What is Long Binh Vietnam?
During the Vietnam War, Long Binh Post was the U.S. Army’s largest base located in the former South Vietnam. It was situated between Bien Hoa, the location of a large American airbase, and Saigon, the capital of South Vietnam.
Which areas of Vietnam were most affected by Agent Orange?
Setting Priorities: Addressing the Heavily Sprayed AreasTwelve provinces were the most heavily sprayed with Agent Orange during the war. Ten of them cluster around one of the three air bases that became the most contaminate with dioxin: Da Nang, Phu Cat and Bien Hoa.
What did MACV do?
Military Assistance Command, Vietnam – Studies and Observations Group (MACV-SOG) was a highly classified, multi-service United States special operations unit which conducted covert unconventional warfare operations prior to and during the Vietnam War.
When did the South Vietnamese take over Long Binh?
The base and its facilities were handed over to the South Vietnamese military in 1972, as part of the de-escalation of American forces from the war. Currently, the area is used as an industrial park and shopping center known as Long Binh Ward. Author’s note: Originally this post stated that “Long Binh Junction” was also known as LBJ.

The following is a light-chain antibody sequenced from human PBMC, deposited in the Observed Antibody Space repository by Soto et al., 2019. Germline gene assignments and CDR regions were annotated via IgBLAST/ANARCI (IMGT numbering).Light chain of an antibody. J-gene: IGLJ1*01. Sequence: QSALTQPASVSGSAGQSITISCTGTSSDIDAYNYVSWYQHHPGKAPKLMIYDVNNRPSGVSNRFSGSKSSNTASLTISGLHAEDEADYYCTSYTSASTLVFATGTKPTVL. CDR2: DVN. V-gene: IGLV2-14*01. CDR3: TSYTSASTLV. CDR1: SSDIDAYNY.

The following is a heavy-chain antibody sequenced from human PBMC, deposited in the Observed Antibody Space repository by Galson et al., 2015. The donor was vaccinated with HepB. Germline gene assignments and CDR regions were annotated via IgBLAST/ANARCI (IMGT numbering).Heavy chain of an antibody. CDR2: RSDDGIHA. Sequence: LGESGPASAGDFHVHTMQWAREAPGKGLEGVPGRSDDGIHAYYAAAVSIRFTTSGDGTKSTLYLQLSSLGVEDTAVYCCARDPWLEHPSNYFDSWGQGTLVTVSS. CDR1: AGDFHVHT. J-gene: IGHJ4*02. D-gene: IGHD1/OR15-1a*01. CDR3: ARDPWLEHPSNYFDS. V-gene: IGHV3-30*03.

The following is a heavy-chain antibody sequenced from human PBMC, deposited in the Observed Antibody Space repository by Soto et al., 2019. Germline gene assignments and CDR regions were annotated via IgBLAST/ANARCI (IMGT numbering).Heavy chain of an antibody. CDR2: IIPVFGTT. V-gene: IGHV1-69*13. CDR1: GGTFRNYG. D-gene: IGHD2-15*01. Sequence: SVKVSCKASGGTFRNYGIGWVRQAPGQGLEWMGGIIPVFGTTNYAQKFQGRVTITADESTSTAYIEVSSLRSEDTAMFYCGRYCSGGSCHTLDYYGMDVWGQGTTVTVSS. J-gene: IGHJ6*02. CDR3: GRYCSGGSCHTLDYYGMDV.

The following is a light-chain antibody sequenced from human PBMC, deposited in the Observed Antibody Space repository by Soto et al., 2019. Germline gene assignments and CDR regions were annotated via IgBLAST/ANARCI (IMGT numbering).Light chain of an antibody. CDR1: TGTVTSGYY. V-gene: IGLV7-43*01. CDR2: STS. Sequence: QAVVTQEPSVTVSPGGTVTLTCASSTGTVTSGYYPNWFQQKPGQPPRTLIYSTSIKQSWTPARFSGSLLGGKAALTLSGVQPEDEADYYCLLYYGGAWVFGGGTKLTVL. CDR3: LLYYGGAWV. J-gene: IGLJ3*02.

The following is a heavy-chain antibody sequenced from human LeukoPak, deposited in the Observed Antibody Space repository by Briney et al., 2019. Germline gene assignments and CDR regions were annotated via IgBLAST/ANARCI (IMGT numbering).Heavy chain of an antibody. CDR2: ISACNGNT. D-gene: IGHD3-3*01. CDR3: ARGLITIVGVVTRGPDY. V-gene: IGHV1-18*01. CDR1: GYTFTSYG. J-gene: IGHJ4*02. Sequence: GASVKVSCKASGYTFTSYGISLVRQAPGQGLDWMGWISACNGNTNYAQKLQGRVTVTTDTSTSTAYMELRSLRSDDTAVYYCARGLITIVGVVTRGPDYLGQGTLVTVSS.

What was the population of Long Binh Post?
A virtual city of some 60,000 people at its height, Long Binh Post had dental clinics, large restaurants, snack bars, a photo lab, a wood shop, post offices, swimming pools, basketball and tennis courts, a golf driving range, laundromats, and even a Chase Manhattan Bank branch. It had a nightlife scene, as well.
How big was the largest u.s.base in Vietnam?
The largest was Long Binh Post, about 20 miles north of Saigon. Built over time for more than $130 million, Long Binh eventually had 3,500 buildings and 180 miles of road covering an area bigger than Cleveland. One colonel joked, “If we ever really got attacked, the V.C. would have to use the scheduled bus service to get around the base.”
How many US troops were in South Vietnam in 1971?
U.S. military personnel in South Vietnam totaled 334,600 on 31 December 1970. 1 January – May 1971 Project Copper was an unsuccessful operation to use three Central Intelligence Agency (CIA)-trained Cambodian irregular force battalions to interdict the Sihanouk Trail.